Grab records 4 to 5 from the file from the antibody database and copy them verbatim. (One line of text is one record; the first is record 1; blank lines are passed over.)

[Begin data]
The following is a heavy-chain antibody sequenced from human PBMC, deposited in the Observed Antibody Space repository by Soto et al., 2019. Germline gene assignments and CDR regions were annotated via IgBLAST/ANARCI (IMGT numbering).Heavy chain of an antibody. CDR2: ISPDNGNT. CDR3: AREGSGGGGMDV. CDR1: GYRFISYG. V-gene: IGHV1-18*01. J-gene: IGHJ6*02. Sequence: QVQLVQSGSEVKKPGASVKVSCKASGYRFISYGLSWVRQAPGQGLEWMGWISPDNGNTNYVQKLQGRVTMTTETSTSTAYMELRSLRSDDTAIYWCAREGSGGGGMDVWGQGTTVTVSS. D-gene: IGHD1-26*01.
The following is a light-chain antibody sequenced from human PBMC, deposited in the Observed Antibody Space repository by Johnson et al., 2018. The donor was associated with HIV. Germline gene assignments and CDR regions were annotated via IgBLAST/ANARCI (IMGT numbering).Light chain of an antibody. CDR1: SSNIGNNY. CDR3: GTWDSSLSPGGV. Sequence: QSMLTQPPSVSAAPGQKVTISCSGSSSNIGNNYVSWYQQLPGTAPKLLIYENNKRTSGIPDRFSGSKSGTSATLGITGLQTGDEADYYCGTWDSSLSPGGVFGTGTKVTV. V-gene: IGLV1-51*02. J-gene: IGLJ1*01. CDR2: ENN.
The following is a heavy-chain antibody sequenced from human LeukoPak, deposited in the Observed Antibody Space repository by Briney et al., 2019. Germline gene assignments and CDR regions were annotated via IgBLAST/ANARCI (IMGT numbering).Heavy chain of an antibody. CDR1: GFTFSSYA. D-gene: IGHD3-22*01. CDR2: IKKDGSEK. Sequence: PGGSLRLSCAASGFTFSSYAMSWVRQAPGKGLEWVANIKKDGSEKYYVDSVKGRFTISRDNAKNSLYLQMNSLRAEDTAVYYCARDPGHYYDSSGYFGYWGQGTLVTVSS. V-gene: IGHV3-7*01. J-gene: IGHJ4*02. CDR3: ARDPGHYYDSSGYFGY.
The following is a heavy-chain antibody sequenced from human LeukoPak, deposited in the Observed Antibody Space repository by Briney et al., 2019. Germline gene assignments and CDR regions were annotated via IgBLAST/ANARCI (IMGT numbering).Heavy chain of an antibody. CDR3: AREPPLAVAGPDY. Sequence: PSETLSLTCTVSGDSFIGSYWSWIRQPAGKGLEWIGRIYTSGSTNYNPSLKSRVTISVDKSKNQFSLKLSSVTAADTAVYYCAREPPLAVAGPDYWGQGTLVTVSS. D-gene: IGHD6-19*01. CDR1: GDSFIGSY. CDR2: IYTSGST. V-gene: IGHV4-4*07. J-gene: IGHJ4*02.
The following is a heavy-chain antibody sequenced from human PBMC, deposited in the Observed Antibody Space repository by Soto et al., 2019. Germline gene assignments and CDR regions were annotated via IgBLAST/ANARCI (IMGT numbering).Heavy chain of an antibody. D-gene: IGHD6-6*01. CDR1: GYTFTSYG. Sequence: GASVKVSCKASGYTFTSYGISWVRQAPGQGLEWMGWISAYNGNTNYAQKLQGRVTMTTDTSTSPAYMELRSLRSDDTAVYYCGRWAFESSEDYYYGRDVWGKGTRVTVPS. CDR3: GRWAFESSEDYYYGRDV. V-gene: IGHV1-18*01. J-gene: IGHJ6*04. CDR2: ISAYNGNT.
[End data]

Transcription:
The following is a heavy-chain antibody sequenced from human LeukoPak, deposited in the Observed Antibody Space repository by Briney et al., 2019. Germline gene assignments and CDR regions were annotated via IgBLAST/ANARCI (IMGT numbering).Heavy chain of an antibody. CDR3: AREPPLAVAGPDY. Sequence: PSETLSLTCTVSGDSFIGSYWSWIRQPAGKGLEWIGRIYTSGSTNYNPSLKSRVTISVDKSKNQFSLKLSSVTAADTAVYYCAREPPLAVAGPDYWGQGTLVTVSS. D-gene: IGHD6-19*01. CDR1: GDSFIGSY. CDR2: IYTSGST. V-gene: IGHV4-4*07. J-gene: IGHJ4*02.
The following is a heavy-chain antibody sequenced from human PBMC, deposited in the Observed Antibody Space repository by Soto et al., 2019. Germline gene assignments and CDR regions were annotated via IgBLAST/ANARCI (IMGT numbering).Heavy chain of an antibody. D-gene: IGHD6-6*01. CDR1: GYTFTSYG. Sequence: GASVKVSCKASGYTFTSYGISWVRQAPGQGLEWMGWISAYNGNTNYAQKLQGRVTMTTDTSTSPAYMELRSLRSDDTAVYYCGRWAFESSEDYYYGRDVWGKGTRVTVPS. CDR3: GRWAFESSEDYYYGRDV. V-gene: IGHV1-18*01. J-gene: IGHJ6*04. CDR2: ISAYNGNT.